First, gauge the severity of the burn. The following criteria will inform your analysis:

  • Patient’s age
  • Total body surface area (TBSA) that the burn covers
  • The type of burn (covered above)
  • How deep the burn extends into the tissue

After assessing the burn injury’s severity, your staff will need to provide any necessary pain relief and clean and dress the burn. This process typically involves cleaning the area with mild soap and water and recovering the burn with clean, non-adherent dressing. Depending on the type of burn, different techniques may be needed.

For information on how to assess the severity of a burn and properly dress this type of injury, see our partner site, Wound Care Education Institute (wcei.net).

Treating traumatic brain injuries

Traumatic brain injuries (TBI) make up a significant number of reported military injuries. From 2001-2016, 244,217 TBI cases were reported by the Defense Medical Surveillance System. Among these cases, 75% were categorized as mild (i.e., concussions).

Even for mild TBIs, however, the brain can develop symptoms that are severe and potentially life-threatening. If your client has experienced any type of bump or blow to the head, you should consider the following symptoms as red flags of potentially serious injury:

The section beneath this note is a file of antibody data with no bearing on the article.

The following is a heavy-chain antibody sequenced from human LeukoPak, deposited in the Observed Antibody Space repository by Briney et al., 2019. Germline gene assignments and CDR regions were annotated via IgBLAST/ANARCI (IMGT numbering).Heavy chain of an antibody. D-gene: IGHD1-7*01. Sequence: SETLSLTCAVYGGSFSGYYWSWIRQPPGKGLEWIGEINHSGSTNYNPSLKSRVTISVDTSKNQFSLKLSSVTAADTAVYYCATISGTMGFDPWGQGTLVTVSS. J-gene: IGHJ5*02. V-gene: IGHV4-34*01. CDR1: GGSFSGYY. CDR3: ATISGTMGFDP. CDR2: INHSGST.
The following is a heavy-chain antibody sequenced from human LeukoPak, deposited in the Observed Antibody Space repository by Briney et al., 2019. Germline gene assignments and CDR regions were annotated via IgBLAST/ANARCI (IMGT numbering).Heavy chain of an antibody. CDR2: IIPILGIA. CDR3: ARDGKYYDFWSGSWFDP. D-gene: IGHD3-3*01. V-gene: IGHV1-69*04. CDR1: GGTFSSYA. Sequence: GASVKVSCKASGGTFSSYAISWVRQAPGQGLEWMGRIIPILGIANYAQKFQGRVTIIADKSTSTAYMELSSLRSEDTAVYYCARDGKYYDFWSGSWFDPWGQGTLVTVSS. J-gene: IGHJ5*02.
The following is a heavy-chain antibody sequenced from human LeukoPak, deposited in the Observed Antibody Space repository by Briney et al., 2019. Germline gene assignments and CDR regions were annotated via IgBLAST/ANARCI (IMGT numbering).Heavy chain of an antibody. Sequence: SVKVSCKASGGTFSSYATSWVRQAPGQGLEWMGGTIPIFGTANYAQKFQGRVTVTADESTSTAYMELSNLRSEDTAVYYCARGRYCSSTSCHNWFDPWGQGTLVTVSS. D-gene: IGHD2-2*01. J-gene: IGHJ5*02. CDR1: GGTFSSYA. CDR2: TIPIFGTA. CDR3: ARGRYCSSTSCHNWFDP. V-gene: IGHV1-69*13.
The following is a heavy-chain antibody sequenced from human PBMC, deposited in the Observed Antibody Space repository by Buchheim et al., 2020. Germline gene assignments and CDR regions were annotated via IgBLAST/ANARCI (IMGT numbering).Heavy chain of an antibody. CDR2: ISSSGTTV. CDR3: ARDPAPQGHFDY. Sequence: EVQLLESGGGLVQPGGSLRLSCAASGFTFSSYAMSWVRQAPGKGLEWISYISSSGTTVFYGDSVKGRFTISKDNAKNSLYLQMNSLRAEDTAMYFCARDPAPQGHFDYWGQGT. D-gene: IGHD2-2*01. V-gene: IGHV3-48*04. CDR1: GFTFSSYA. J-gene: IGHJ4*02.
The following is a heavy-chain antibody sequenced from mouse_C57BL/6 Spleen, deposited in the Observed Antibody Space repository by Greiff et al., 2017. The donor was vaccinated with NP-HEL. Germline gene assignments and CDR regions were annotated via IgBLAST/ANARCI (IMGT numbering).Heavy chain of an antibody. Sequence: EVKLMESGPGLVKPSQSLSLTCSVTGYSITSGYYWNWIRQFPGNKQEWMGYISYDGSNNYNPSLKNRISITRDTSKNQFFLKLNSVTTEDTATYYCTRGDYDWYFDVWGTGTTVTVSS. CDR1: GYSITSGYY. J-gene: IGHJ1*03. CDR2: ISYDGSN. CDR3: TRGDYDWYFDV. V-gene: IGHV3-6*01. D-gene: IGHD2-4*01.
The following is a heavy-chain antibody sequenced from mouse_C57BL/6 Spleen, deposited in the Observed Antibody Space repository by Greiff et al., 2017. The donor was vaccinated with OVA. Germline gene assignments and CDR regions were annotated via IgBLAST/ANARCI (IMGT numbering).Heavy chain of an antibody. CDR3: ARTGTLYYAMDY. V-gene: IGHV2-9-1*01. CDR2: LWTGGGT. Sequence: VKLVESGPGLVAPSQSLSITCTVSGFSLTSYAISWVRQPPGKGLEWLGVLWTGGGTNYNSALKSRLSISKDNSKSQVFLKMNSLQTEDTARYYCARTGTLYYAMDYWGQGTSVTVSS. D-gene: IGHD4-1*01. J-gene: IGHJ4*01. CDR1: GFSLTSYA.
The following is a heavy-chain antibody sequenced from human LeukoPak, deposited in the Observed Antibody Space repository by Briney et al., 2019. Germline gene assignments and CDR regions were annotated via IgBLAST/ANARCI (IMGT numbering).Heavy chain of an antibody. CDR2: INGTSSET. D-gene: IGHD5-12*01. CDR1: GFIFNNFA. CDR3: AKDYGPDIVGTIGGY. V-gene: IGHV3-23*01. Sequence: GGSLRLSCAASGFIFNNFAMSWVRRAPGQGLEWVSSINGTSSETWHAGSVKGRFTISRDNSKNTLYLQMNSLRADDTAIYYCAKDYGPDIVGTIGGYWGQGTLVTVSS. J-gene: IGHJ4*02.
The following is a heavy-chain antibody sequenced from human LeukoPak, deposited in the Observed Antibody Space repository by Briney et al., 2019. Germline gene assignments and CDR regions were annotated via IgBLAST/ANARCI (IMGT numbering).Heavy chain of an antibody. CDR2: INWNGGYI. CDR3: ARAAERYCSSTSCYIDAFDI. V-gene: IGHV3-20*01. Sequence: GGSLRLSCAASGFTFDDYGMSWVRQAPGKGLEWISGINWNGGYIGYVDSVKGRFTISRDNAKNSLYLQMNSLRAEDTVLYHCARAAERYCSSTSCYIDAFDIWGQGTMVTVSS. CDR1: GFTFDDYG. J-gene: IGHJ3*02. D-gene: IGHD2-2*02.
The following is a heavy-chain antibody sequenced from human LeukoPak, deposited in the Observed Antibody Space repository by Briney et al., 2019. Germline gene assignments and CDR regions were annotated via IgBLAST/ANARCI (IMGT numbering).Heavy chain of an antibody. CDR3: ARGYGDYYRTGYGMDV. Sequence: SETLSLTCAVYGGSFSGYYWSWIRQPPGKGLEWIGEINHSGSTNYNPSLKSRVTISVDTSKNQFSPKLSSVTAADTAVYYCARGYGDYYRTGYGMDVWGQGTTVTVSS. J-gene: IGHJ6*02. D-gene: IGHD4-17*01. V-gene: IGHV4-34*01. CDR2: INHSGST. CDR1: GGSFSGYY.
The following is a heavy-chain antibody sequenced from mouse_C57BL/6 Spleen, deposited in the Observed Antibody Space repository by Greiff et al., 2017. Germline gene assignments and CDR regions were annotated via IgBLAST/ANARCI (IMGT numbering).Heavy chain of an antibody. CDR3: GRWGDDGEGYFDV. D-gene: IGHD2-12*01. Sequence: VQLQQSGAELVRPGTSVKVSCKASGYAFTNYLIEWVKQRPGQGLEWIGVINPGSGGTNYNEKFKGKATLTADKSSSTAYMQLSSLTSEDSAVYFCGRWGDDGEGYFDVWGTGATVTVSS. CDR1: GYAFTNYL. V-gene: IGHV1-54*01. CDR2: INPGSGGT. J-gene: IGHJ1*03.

• Pupils that appear to be different sizes or react differently to light
  • Severe drowsiness
  • Worsening headache
  • Slurred speech
  • Difficulty with balance or muscle coordination
  • Weakness or numbness
  • Repeated vomiting
  • Seizures
  • Unusual changes in behavior, such as agitation or confusion
  • Loss of consciousness

These symptoms can lead to comorbidities if left untreated and have deleterious effects on an individual’s physical and behavioral health. It’s important to begin TBI treatment as soon as possible, as research has shown that the complications of TBIs can impact the effectiveness of treatment.

Depending on the severity of the injury, a variety of medical interventions may be required. It is crucial to approach treatment comprehensively to address all symptoms. For example, interventions like vestibular rehabilitation or pain management (both pharmacological and non-pharmacological) may be beneficial for managing TBI-related symptoms. Severe TBI cases, however, may require invasive neurosurgical intervention and long-term monitoring.